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Bebop Spoken There

Pat Metheny: "The best guitar player I've heard in maybe my entire life is floating around now, Pasquale Grasso." - (Vintage Guitar Magazine February 2016)

Archive quotes.

The Things They Say!

Hudson Music: Lance's "Bebop Spoken Here" is one of the heaviest and most influential jazz blogs in the UK.

Rupert Burley (Dynamic Agency): "BSH just goes from strength to strength".

'606' Club: "A toast to Lance Liddle of the terrific jazz blog 'Bebop Spoken Here'"

The Strictly Smokin' Big Band included Be Bop Spoken Here (sic) in their 5 Favourite Jazz Blogs.

Postage

13,359 (and counting) posts since we started blogging 13 years ago. 777 of them this year alone and, so far, 51 this month (June 13).

From This Moment On

JUNE

Wed 16: Washboard Resonators @ Punch Bowl Hotel, Jesmond, Newcastle (8:00pm). SOLD OUT!

Thu 17: Vieux Carré Jazzmen @ The Holystone, North Tyneside (1:00pm).

Thu 17: Maine Street Jazzmen @ Sunniside Social Club, Gateshead (8:30pm).

Fri 18: Jazz Jamaica @ Sage Gateshead (8:00pm).

Sat 19: Jude Murphy @ Prohibition Bar, Newcastle (8:00pm).

Sun 20 Knats @ The Globe, Newcastle (8:00pm). Advance booking essential: www.jazz.coop. SOLD OUT. Livestream available from £7.50.

Mon 21: Jazz in the Afternoon @ Cullercoats Crescent Club (1:00pm). POSTPONED!

Wed 23: Vieux Carré Jazzmen @ Cullercoats Crescent Club (1:00pm). POSTPONED!

Friday, December 18, 2020

How I Became Addicted to Jazz. Miles Watson reflects ...

How did I get into jazz? I didn’t, it somehow got into me. Growing up in the '40s and '50s in a house where the wireless (radio) was always on, the popular music of the day was infiltrating my brain with the dance bands and record request programmes. I first heard Muggsy Spanier, Bunny Berigan and Fats Waller on Forces Requests, the word jazz was never mentioned it was all part of the pop culture.

At the end of the war my eldest brother bought a self-changing radiogram with his demob gratuity and every week would come back from town with an eclectic selection of 78s everything from grand opera to Spike Jones. My favourite pastime was playing the B side of the popular records, Fats Wallers Moppin’ & Boppin’Shortnin’ Bread and Dinah and Pee Wee Hunt’s Somebody Else Not Me, are still fondly remembered.

Saturday evenings in the Men’s Institute listening to the football results followed by Jazz Club with the likes of Harry Parry and Freddy Randall and later in the week listening at home with ear pressed up against the speaker to catch Kenny Baker’s Dozen on Let’s Settle for Music. By then I thought I knew what jazz was all about after buying Rex Harris’ Penguin book on jazz but really the eye opener came on a visit to the Oxford Galleries to hear Freddy Randall who’s 7 piece band just about blew the roof off with not a piece of music in sight.

The direction of my interest was now set for life, listening to local and national bands and record buying. Then the highlight of my life, the appearance of Louis Armstrong at the City Hall. Like a lot of others there that night the hairs stood up on the back of my neck and the 25 bob for the ticket was the best spend of my life. The succeeding concerts by the legends and the newer stars of jazz just embedded the music that far into my soul that even marriage, family, mortgage, work and other interests could never dispel. In my 85th year and as Duke said “Don’t Get Around Much Anymore” my love for the music is still as much alive in me as it was 70 years ago.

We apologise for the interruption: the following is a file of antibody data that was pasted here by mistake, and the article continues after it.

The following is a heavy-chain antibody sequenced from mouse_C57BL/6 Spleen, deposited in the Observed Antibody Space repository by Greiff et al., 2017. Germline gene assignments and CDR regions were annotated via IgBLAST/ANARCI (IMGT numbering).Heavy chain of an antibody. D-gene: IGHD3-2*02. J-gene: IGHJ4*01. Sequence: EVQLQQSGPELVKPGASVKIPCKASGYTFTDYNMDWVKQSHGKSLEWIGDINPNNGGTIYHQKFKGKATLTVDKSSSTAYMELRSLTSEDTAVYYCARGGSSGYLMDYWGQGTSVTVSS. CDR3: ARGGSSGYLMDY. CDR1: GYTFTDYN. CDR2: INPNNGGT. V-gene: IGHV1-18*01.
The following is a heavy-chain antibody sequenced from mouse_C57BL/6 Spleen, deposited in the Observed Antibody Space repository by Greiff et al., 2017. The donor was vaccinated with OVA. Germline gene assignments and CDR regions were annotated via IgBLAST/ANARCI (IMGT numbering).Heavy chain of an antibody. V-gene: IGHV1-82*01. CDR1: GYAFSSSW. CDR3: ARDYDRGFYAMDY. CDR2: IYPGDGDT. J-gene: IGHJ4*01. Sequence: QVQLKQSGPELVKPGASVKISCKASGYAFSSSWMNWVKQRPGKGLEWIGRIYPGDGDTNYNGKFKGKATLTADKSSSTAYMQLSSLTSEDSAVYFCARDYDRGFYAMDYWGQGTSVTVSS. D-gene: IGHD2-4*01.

Miles Watson

4 comments :

Lance said...

Great stuff Miles and how similar are my own early memories. Louis at the City Hall, Kenny Baker and, like yourself, most of all, Freddy Randall. I was 15 or so and heard the band at Seaburn Hall. I remember Betty Smith on tenor, leaning back on her high heels and blowing some great Bud Freeman/Eddie Miller tenor. Strangely, Betty is rarely given her due when the current in theme - women in jazz - is brought up.

I digress. When I floated out of Seaburn Hall the last buses and trains had gone and I had to get a taxi home which didn't please my parents who had to fork out!

For me the Randall band was the best of the lot. Far more exciting than Humph or the trad/pop bands that followed. Only Alex Welsh compared and his personnel were mainly ex-Randall.

Russell said...

Miles, what's a 'self-changing' radiogram?

Hugh said...

Perhaps one that drops the records sequentially one on top of the other when the previous one has finished playing?

Lance said...

They were popular in the 78rpm era just after the war when electrically powered turntables replaced the old wind-up ones. You could stack 8-10 discs giving you 30+ minutes of music - in theory. In practice it wasn't all that simple. The first record played fine as the turntable had a material surface that prevented the discs from slipping. After that when it was shellac upon shellac the discs did tend to slip. Plus the weight of 7 records on 1 probably caused the turntable to slow down. The advent of the vinyl LP was welcomed by all except those who didn't want to have to buy 8 or 12 tracks in case they didn't like all of them!

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